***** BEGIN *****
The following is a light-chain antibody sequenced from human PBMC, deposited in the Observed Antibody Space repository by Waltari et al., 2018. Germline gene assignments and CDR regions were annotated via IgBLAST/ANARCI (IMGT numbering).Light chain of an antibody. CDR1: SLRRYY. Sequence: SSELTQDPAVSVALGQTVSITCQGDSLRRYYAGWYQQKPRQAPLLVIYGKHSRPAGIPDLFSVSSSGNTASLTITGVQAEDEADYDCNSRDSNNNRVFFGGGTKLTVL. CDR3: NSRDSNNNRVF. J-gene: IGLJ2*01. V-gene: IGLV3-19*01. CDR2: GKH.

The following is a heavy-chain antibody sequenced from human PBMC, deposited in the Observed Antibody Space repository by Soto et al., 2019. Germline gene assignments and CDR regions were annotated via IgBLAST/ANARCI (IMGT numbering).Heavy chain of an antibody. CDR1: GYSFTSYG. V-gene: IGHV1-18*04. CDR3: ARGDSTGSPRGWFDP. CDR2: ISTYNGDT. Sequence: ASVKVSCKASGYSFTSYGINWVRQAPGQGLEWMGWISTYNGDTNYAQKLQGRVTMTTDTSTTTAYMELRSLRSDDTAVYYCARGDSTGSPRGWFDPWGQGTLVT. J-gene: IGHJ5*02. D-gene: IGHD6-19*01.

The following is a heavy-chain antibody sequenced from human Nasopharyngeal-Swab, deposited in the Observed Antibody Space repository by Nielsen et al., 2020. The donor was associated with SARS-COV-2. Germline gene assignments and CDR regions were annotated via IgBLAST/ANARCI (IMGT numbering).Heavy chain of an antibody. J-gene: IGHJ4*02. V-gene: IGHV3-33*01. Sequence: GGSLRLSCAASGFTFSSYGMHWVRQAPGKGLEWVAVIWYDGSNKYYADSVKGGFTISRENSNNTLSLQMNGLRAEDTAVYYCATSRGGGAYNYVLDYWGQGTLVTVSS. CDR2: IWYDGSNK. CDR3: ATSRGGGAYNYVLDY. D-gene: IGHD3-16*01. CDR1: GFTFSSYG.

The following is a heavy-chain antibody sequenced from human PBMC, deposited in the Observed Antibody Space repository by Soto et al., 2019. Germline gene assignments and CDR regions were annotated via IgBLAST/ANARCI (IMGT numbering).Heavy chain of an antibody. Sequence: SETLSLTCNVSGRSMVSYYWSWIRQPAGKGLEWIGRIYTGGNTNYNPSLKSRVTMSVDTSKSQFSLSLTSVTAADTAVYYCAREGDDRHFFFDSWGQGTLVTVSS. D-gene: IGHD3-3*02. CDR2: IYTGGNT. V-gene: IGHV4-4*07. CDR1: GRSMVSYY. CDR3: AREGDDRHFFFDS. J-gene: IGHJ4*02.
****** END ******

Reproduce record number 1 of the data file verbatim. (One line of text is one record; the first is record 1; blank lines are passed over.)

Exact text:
The following is a light-chain antibody sequenced from human PBMC, deposited in the Observed Antibody Space repository by Waltari et al., 2018. Germline gene assignments and CDR regions were annotated via IgBLAST/ANARCI (IMGT numbering).Light chain of an antibody. CDR1: SLRRYY. Sequence: SSELTQDPAVSVALGQTVSITCQGDSLRRYYAGWYQQKPRQAPLLVIYGKHSRPAGIPDLFSVSSSGNTASLTITGVQAEDEADYDCNSRDSNNNRVFFGGGTKLTVL. CDR3: NSRDSNNNRVF. J-gene: IGLJ2*01. V-gene: IGLV3-19*01. CDR2: GKH.